Please visit the Instructions for Authors page before submitting a manuscript. The Article Processing Charge (APC) for publication in this open access journal is 1800 CHF (Swiss Francs). Submitted papers should be well formatted and use good English. Authors may use MDPI's English editing service prior to publication or during author revisions.

Keywords

  • epigenetics
  • physical exercise
  • transgenerational inheritance
  • therapy
  • vertebrates
  • brain cells
  • healthy lifestyle
  • central control of metabolism

Published Papers (11 papers)

Order results
Result details
Select all
Export citation of selected articles as:

Editorial

Jump to: Research, Review, Other

Open AccessEditorial
Genetic and Epigenetic Modulation of Cell Functions by Physical Exercise
Genes 2019, 10(12), 1043; https://doi.org/10.3390/genes10121043 - 16 Dec 2019
Cited by 2
Abstract
Since ancient times, the importance of physical activity (PA) and of a wholesome diet for human health has been clearly recognized. However, only recently, it has been acknowledged that PA can reverse at least some of the unwanted effects of a sedentary lifestyle, [...] Read more.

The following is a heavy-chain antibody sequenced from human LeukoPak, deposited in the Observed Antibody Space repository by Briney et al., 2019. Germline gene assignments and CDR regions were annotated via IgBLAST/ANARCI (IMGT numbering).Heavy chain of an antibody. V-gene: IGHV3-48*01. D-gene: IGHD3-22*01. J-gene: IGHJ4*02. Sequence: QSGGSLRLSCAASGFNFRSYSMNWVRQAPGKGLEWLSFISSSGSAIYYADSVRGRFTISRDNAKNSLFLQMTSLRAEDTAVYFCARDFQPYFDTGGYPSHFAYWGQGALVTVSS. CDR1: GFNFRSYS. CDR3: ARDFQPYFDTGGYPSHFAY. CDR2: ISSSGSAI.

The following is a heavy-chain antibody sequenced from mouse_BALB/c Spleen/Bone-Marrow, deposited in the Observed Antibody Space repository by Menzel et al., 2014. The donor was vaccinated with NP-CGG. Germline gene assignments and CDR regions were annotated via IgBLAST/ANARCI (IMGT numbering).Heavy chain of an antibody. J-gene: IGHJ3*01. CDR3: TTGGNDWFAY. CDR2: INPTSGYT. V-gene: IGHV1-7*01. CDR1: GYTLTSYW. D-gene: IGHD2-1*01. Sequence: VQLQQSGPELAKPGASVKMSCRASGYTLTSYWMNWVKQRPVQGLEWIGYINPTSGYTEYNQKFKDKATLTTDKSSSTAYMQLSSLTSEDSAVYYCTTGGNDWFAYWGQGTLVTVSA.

Since ancient times, the importance of physical activity (PA) and of a wholesome diet for human health has been clearly recognized. However, only recently, it has been acknowledged that PA can reverse at least some of the unwanted effects of a sedentary lifestyle, contributing to the treatment of pathologies such as hypertension and diabetes, to the delay of aging and neurodegeneration, and even to the improvement of immunity and cognitive processes. At the same time, the cellular and molecular bases of these effects are beginning to be uncovered. The original research articles and reviews published in this Special Issue on “Genetic and Epigenetic Modulation of Cell Functions by Physical Exercise” focus on different aspects of the genetics and molecular biology of PA effects on health and, in addition, on the effects of different genotypes on the ability to perform PA. All authors have read and agreed to the published version of the manuscript. Full article